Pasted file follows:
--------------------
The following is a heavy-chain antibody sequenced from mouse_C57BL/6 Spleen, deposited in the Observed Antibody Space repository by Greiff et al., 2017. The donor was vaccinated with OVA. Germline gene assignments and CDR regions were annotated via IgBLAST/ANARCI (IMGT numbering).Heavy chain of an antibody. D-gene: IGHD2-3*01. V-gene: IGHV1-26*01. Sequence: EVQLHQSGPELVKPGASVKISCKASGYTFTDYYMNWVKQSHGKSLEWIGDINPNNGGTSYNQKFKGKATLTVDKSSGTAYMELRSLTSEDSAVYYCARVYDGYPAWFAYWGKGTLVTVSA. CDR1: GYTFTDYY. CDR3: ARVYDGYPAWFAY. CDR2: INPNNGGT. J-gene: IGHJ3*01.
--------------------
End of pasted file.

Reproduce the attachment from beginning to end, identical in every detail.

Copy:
The following is a heavy-chain antibody sequenced from mouse_C57BL/6 Spleen, deposited in the Observed Antibody Space repository by Greiff et al., 2017. The donor was vaccinated with OVA. Germline gene assignments and CDR regions were annotated via IgBLAST/ANARCI (IMGT numbering).Heavy chain of an antibody. D-gene: IGHD2-3*01. V-gene: IGHV1-26*01. Sequence: EVQLHQSGPELVKPGASVKISCKASGYTFTDYYMNWVKQSHGKSLEWIGDINPNNGGTSYNQKFKGKATLTVDKSSGTAYMELRSLTSEDSAVYYCARVYDGYPAWFAYWGKGTLVTVSA. CDR1: GYTFTDYY. CDR3: ARVYDGYPAWFAY. CDR2: INPNNGGT. J-gene: IGHJ3*01.